Are We Authors or Salespeople?

bookI’ve been in a quandary lately. I’ve been writing for 6½ years on my blog, self-published my first book in 2013, and came out with my best book, Hot, Holy & Humorous: Sex in Marriage by God’s Design, through WordServe and BroadStreet Publishing last year. And I’m still not making much income.

Yes, I wholly appreciate the deal my agency made for me, and it was a solid entry into the traditional publishing market. But the truth is, while we’re happy for the Max Lucados and Francine Riverses of the publishing world, the majority of working authors don’t make a huge income.

Other than good timing and a spat of luck (or is it?), what can we do to increase our income?

Thankfully, I have two close friends with marketing backgrounds. Not so thankfully, they recently told me everything they think I’m doing wrong in marketing myself and my books. Okay, I’m actually thankful for that too, but it was tough to hear them chide me for not pushing my product more.

Why have I struggled with effectively advertising my book? With talking up my writing and speaking? With marketing my brand?

Part of it is that I’m by nature not much of a salesperson. I was that introverted kid who, when asked to fund-raise for whatever activity I was involved in, barely made her quota because selling to people was such a painful experience.

Another part is this sense that I’m in ministry, and shouldn’t my primary goal be helping people rather than making a buck? Yet Romans 4:4 says, “When people work, their wages are not a gift, but something they have earned.” Even people in helping professions deserve to be paid. And you and I both know that writing a book isn’t an easy task: You earned a paycheck.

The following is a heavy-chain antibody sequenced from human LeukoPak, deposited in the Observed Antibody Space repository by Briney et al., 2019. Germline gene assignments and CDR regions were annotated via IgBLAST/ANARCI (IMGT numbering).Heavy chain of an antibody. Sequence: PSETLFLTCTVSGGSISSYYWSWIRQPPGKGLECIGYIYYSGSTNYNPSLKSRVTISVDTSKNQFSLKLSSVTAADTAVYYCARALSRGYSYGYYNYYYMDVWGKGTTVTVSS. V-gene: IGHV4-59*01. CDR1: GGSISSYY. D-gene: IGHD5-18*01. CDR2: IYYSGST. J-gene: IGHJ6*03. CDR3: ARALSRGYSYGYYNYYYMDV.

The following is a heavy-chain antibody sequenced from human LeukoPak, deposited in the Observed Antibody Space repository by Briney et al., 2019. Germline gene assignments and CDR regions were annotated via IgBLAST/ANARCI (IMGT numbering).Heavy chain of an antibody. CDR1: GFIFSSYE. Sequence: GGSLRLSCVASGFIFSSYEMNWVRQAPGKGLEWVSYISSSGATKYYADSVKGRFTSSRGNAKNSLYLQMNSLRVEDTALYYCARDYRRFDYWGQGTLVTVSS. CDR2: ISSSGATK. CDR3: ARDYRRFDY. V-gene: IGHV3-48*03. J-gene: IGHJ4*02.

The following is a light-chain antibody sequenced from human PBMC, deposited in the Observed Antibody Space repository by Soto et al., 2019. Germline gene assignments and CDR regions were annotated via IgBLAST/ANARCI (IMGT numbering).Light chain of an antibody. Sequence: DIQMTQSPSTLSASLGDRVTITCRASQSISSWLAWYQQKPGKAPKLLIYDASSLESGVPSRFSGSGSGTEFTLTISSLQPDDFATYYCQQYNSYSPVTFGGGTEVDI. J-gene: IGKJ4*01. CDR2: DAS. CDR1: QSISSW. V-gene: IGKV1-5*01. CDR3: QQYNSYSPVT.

Practically speaking, I need to fund my ministry. I could get a job doing something else that promises a specific and consistent income, but then I wouldn’t be able to keep writing—at least not at my current rate. Some of you are currently working jobs you’d love to quit so that you could focus on your writing and your godly message. Increasing our income means we can pay our bills, build a nest egg, and still write. We don’t need million-dollar mansions, but we do need enough to take care of our families. As 1 Timothy 5:8 says, “But if anyone does not provide for his own, that is his own household, he has denied the faith and is worse than an unbeliever.”

One more challenge is that while it can be hard to sell generally, it’s even harder to sell yourself. Sure, we sell our content and our stories, but our name is emblazoned on the book cover. And as Christians, we might wonder if it smacks of pride to be pushing our brand — our brand being ME.

However, I’ve realized that it’s not about me, J. Parker, being a success. Rather, I’m passionate about my message. That message reflects what I believe about God’s design for marriage, and it’s a message I want to get out to as many wives as possible. Spreading a godly message or theme is a worthy goal, one many Christian authors have.

Thus, I’m trying to make a mental shift to talking more about my book, to seeking out advertising opportunities, to promoting my writing and speaking in new formats and forums.

In short, I’m becoming a salesperson.

Because when my book sells, my family benefits from more income, but my reader also benefits from reading my book and God’s message is spread even further. That sale is a win-win-win.

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2 thoughts on “Are We Authors or Salespeople?

  1. I have always said we are all salespeople. The Pastor who is trying to put butts in the pews, the mom selling her kid on the merits of broccoli and the author blogging about her book. And it’s all good! Great article.

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